Central Advisory Board of Education (CABE)
Union HRD Minister Ramesh Pokhriyal ’Nishank’ chaired the Special Meeting of the Central Advisory Board of Education (CABE) held in New Delhi.
Mandate: The Central Advisory Board of Education is the oldest and the most important advisory body of the Government of India in education. It provides a forum for widespread consultation and examination of issues relating to educational and cultural development.
Background: It was first established in 1920 and dissolved in 1923 as a measure of economy. It was revived in 1935 and has been in existence ever since.
Composition: The Board consists of nominated members representing various interests in addition to elected members from the Lok Sabha and the Rajya Sabha, and the representatives of the Government of India, State Governments and UT Administrations.
Securities and Exchange Board of India (SEBI)
The Securities and Exchange Board of India (SEBI) has made it mandatory for Liquid funds to hold at least 20% of its net assets in liquid assets while mandating an exit load on investors that exit within seven days of making an investment.
Liquid funds belong to the debt category of mutual funds.
They invest in very short-term market instruments like treasury bills, government securities and call money.
They are getting popular with retail investors due to their higher than savings bank account returns and easy liquidity.
Liquid funds shall hold at least 20% of their net assets in liquid assets. For this purpose, liquid assets shall include cash, government securities, T-bills and repo on government securities.
In case the exposure in such liquid assets falls below 20% of net assets of the scheme, the fund house will first have to meet the 20% norm before making any further investments.
It also barred liquid funds and overnight funds from parking money, pending deployment, in short-term deposits of scheduled commercial banks and also debt securities having structured obligations and/or credit enhancements. Debt securities with government guarantee have been excluded from such restriction.
The new norms, which will be effective from April 1, 2020, is an attempt to strengthen the risk management framework for liquid funds.
Social Stock Exchanges (SSE)
The Securities and Exchange Board of India (Sebi) has constituted a working group on Social Stock Exchanges (SSE).
Composition: The working group has been constituted under the chairmanship of Ishaat Hussain, Director, SBI Foundation.
Mandate: The working group shall examine and make recommendations with respect to possible structures and mechanisms, within the securities market domain, to facilitate the raising of funds by social enterprises and voluntary organizations.
Background: In Budget in July, Finance Minister Nirmala Sitharaman proposed a social stock exchange for social enterprises and voluntary organisations working for social welfare to help them raise capital through debt, equity and mutual fund.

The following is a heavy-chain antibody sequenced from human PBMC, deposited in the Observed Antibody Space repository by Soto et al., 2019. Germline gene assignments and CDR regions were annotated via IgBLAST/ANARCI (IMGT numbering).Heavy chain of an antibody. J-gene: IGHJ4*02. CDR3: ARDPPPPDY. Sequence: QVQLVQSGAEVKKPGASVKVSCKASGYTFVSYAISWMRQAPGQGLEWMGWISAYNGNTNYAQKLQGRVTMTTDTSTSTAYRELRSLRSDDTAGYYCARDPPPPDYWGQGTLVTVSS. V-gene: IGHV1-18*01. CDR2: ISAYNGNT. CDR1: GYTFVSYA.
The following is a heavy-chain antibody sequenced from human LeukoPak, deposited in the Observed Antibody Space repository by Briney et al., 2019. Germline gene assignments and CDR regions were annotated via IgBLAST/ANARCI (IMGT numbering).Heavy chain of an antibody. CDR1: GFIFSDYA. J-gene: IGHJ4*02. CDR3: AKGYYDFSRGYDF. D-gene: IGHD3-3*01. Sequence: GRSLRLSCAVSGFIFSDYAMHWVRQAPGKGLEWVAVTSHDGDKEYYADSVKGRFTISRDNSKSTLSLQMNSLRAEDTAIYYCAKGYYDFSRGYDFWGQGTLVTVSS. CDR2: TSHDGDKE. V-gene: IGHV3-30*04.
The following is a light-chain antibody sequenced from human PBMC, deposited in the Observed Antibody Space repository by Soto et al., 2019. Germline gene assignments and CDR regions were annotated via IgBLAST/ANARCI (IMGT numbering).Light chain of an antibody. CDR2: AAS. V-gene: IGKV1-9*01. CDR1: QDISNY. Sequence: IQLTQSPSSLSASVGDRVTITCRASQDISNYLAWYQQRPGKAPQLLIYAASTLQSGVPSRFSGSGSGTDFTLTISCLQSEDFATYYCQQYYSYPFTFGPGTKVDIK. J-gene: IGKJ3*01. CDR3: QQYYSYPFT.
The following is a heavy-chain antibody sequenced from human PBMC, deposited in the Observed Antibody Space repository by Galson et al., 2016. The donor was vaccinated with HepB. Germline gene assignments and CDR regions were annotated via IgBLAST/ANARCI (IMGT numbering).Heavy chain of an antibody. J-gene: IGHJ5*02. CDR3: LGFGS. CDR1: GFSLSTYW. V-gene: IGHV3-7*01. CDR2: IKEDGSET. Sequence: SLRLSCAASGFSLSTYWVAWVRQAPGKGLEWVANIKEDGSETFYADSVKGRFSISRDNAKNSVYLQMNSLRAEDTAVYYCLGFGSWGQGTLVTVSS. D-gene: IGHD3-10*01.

All India Survey on Higher Education (AISHE)
Union Minister for HRD released the All India Survey on Higher Education (AISHE) 2018-19.
Ministry of Human Resource Development (MHRD) collects online information on Universities, Colleges and other Higher Educational Institutions under the All India Survey on Higher Education (AISHE).
The annual publication started in 2010-11.
Main findings of the survey:
The top 8 States in terms of highest number of colleges in India are Uttar Pradesh, Maharashtra, Karnataka, Rajasthan, Haryana, Tamil Nadu, Gujarat and Madhya Pradesh.
Bangalore Urban district tops in terms of number of colleges with 880 colleges.
College density, i.e. the number of colleges per lakh eligible population (population in the age-group 18-23 years) varies from 7 in Bihar to 53 in Karnataka as compared to All India average of 28.
60.53% Colleges are located in Rural Area.
11.04% Colleges are exclusively for Female.
77.8% Colleges are privately managed of which 64.3% are Private-unaided and 13.5% Private-aided.
Total enrolment in higher education has been estimated to be 37.4 million. Female constitute 48.6% of the total enrolment.
Gross Enrolment Ratio (GER) in Higher education has increased from 25.8 in 2017-18 to 26.3 in 2018-19, which is calculated for 18-23 years of age group. GER for male population is 26.3% and for females, it is 26.4%. For Scheduled Castes, it is 23% and for Scheduled Tribes, it is 17.2% as compared to the national GER of 26.3%.
Uttar Pradesh comes at number one with the highest student enrolment followed by Maharashtra and Tamil Nadu.
Highest share of foreign students come from the neighbouring countries of which Nepal is 26.88% of the total, followed by, Afghanistan (9.8%), Bangladesh (4.38%), Sudan (4.02%), Bhutan constitutes (3.82%) and Nigeria (3.4%).
Pupil Teacher Ratio (PTR) in Universities and Colleges is 29 if regular mode enrolment is considered whereas PTR for Universities and its Constituent Units is 18 for regular mode.
Student enrolment in B.Tech and M.Tech programmes has seen a dramatic fall.
Chilahati- border railway link
Chilahati- border railway link upgradation work was inaugurated to connect West Bengal with Bangladesh.
Railway Minister of Bangladesh and High Commissioner of India laid the foundation stone at Chilahati in Bangladesh for undertaking the work of up-gradation and laying of missing tracks from Chilahati to the border with India near Haldibari.
The 7.5-kilometre long railway track will help in providing connectivity from West Bengal into Assam via Bangladesh. Construction of immigration and customs post will also be done on it.
On completion, this will provide a big boost to trade, travel and tourism between Bangladesh and India.